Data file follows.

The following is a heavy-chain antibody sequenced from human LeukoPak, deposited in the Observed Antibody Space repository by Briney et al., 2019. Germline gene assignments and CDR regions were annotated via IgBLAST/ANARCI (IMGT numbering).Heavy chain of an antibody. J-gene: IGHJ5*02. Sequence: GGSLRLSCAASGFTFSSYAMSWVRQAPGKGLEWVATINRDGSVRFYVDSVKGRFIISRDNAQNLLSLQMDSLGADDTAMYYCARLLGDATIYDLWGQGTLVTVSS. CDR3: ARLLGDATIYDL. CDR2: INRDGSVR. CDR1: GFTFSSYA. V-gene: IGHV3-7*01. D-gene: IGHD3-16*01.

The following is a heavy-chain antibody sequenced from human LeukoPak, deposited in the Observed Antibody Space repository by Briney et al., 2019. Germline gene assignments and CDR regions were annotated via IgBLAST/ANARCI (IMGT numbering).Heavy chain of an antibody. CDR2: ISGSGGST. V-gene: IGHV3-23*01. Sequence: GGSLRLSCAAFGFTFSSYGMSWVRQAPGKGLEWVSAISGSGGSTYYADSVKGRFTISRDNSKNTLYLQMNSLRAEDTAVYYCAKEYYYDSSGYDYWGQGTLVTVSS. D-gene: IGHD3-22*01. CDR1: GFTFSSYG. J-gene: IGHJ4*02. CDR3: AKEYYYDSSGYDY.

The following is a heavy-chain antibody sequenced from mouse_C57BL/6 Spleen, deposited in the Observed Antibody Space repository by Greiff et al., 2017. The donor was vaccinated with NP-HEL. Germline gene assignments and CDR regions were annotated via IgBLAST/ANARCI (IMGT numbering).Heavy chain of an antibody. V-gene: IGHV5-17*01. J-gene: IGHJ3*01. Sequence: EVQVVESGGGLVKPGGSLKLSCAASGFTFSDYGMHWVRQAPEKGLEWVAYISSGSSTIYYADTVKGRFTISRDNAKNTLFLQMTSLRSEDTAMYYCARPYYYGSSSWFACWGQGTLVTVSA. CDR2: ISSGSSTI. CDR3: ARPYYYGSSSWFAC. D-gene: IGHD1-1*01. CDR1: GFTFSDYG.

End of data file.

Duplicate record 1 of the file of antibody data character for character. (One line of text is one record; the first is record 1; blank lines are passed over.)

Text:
The following is a heavy-chain antibody sequenced from human LeukoPak, deposited in the Observed Antibody Space repository by Briney et al., 2019. Germline gene assignments and CDR regions were annotated via IgBLAST/ANARCI (IMGT numbering).Heavy chain of an antibody. J-gene: IGHJ5*02. Sequence: GGSLRLSCAASGFTFSSYAMSWVRQAPGKGLEWVATINRDGSVRFYVDSVKGRFIISRDNAQNLLSLQMDSLGADDTAMYYCARLLGDATIYDLWGQGTLVTVSS. CDR3: ARLLGDATIYDL. CDR2: INRDGSVR. CDR1: GFTFSSYA. V-gene: IGHV3-7*01. D-gene: IGHD3-16*01.